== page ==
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The case of overcorrecting flats, need help
I've had this problem for a few weeks, every new session gives the same result. Would be great If someone could take a look at the data and tell why those flats don't work.
All the subs are in the zipped folder here:
I'll have a look, thanks for sharing the data.
Thank you. Just to save some time -- flats in the pack are of pretty short exposures. I will be able to upload a new session data hopefully within a couple of days (cloudy right now). Like I said, the problem persists no matter how those frames are taken, but just to eliminate these obvious causes, I'll try to retake them asap.
The immediate cause of the issue seem to be that the illumination profiles of light frames and flats do not match. But I do not know of any tools (graphs?) that could help to demonstrate it clearly and control for it. I've had people look at the data through PI tools and there's nothing that is obviously wrong with it. I was hoping darks and biases might be the culprit, but they seem ok.
My setup is pretty simple -- canon 60d, L-pro clip-in and 135mm f3.5 lens.
@igor_cheb I downloaded the data as well. One thing I noticed is that the bias were shot at ISO 400 and all other files at ISO 500. Is there a reason for that?
@igor_cheb I downloaded the zip again, and again the bias frames are ISO 400. Could you perhaps use our upload server? That way you don't have to upload a zip file, which would considerably reduce download times for us. Use upload for both username and password on
and create a directory called igor_cheb_overcorrected_flat
Have reuploaded to google drive (updated link in the original post) and am uploading to the APP server, igor_cheb_overcorrected_flat folder. Will take about an hour, speed is not great for some reason.
@igor_cheb Mabula is hosting the upload server himself. He has limited the upload speed to 1 Mb/sec so that's why it takes a while. Thanks a lot for making the data available. Please let us know when the upload has finished and we will have take look.
@igor_cheb Many thanks! I downloaded the data and in this data set the bias have ISO 500 as well. I am looking into this now.
@igor_cheb I can reproduce your result but don't know what the reason is for the over-correction. I have asked Mabula to take a look. He will do so as soon as he has time.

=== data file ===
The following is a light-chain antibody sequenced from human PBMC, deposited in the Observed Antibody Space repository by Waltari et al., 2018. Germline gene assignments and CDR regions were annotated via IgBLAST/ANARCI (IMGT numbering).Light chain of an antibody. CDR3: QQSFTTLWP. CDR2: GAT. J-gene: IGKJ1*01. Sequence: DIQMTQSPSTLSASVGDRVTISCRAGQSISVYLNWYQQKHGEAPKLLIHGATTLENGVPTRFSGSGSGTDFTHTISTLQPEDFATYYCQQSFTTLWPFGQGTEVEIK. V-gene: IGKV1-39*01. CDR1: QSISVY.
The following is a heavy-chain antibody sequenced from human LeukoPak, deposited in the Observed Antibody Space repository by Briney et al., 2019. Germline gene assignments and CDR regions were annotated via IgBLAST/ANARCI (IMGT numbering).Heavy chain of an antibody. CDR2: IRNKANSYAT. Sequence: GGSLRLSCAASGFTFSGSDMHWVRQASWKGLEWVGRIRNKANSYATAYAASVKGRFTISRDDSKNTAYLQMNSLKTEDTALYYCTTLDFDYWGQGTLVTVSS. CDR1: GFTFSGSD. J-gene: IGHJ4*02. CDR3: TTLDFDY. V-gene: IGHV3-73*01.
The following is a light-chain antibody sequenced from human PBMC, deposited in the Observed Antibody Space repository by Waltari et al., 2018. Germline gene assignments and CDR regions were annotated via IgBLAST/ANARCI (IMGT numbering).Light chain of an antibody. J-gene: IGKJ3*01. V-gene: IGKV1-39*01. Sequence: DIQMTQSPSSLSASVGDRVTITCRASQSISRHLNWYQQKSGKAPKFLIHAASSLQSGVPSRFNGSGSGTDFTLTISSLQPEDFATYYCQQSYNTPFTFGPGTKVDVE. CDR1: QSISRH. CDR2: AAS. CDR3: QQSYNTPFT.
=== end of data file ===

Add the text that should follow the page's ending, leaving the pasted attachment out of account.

Thank you , hope it's solvable
I have checked the data and I also do not see any clear reason why the flats overcorrect.
Overcorrection will occur when:
- the vignetting profile in the flats is stronger than in the lights..
- or the sensor offset was different between between flats and the bias, or lights and the bias.
With this consumer camera Canon 60D, the sensor offset is fixed, so the problem must be found in how the lights and the flats were shot... something must be different which has caused the problem.
Igor, did you make changes to the optical train between having shot the lights and the flats?
Were both types shot with exactly the same optical train?
Was there no focus creep of the lens between creating the lights and the flats, so are you sure the focus did not change?
Shot with same aperture of the lens?
Were the flats taken at night or during the day? Using a flat panel or?
Sorry for the delay and thank you for taking the time. The answer to all questions regarding light train is no -- no focus creep (very stiff grease in the lens), same gear used, same aperture.
As for the methods used -- that particular set of flats was taken inside with a phone screen as light source and several sheets of paper as a diffuser. Since then I've done a few things.
I've replaced both the lens and the camera (modified 550d with Samyang 135 this time).
I've tried taking flats with various light sources (phone screen, white wall reflecting light, dim sky) and various diffusers (t-shirt, layered sheets of paper, macbook plasticky folding material, specialised diffusing material used for studio lights equipment). Checked for light leaks repeatedly. Inspected stretched flat frames with various lenses. Tried to rotate LP filter and take flat frames in various positions.